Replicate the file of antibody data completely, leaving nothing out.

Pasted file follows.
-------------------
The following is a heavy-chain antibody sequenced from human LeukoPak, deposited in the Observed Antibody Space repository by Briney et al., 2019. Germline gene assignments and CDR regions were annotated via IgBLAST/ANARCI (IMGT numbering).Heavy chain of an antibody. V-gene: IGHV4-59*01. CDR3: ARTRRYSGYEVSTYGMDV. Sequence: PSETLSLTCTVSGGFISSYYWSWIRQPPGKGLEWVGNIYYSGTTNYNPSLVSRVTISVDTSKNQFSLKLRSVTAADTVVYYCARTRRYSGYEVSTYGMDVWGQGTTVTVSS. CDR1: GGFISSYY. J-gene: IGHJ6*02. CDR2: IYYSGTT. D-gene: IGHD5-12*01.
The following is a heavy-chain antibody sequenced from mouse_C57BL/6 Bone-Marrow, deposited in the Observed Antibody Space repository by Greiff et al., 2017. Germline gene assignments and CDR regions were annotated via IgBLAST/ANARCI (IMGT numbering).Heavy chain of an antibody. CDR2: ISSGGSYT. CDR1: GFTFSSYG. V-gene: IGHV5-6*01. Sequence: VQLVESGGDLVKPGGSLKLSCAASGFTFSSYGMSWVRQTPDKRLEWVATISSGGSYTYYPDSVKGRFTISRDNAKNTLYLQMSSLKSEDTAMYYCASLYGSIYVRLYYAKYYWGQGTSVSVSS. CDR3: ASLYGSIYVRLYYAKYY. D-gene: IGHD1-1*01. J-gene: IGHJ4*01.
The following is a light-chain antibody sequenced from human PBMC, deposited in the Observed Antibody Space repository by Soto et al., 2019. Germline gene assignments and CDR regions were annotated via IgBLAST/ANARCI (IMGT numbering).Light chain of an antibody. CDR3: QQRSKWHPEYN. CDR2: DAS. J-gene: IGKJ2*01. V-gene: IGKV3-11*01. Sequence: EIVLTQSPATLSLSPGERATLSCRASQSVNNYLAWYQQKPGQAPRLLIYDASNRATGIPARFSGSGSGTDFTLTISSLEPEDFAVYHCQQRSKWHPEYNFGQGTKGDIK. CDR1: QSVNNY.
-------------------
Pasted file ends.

The following is a heavy-chain antibody sequenced from human LeukoPak, deposited in the Observed Antibody Space repository by Briney et al., 2019. Germline gene assignments and CDR regions were annotated via IgBLAST/ANARCI (IMGT numbering).Heavy chain of an antibody. V-gene: IGHV4-59*01. CDR3: ARTRRYSGYEVSTYGMDV. Sequence: PSETLSLTCTVSGGFISSYYWSWIRQPPGKGLEWVGNIYYSGTTNYNPSLVSRVTISVDTSKNQFSLKLRSVTAADTVVYYCARTRRYSGYEVSTYGMDVWGQGTTVTVSS. CDR1: GGFISSYY. J-gene: IGHJ6*02. CDR2: IYYSGTT. D-gene: IGHD5-12*01.
The following is a heavy-chain antibody sequenced from mouse_C57BL/6 Bone-Marrow, deposited in the Observed Antibody Space repository by Greiff et al., 2017. Germline gene assignments and CDR regions were annotated via IgBLAST/ANARCI (IMGT numbering).Heavy chain of an antibody. CDR2: ISSGGSYT. CDR1: GFTFSSYG. V-gene: IGHV5-6*01. Sequence: VQLVESGGDLVKPGGSLKLSCAASGFTFSSYGMSWVRQTPDKRLEWVATISSGGSYTYYPDSVKGRFTISRDNAKNTLYLQMSSLKSEDTAMYYCASLYGSIYVRLYYAKYYWGQGTSVSVSS. CDR3: ASLYGSIYVRLYYAKYY. D-gene: IGHD1-1*01. J-gene: IGHJ4*01.
The following is a light-chain antibody sequenced from human PBMC, deposited in the Observed Antibody Space repository by Soto et al., 2019. Germline gene assignments and CDR regions were annotated via IgBLAST/ANARCI (IMGT numbering).Light chain of an antibody. CDR3: QQRSKWHPEYN. CDR2: DAS. J-gene: IGKJ2*01. V-gene: IGKV3-11*01. Sequence: EIVLTQSPATLSLSPGERATLSCRASQSVNNYLAWYQQKPGQAPRLLIYDASNRATGIPARFSGSGSGTDFTLTISSLEPEDFAVYHCQQRSKWHPEYNFGQGTKGDIK. CDR1: QSVNNY.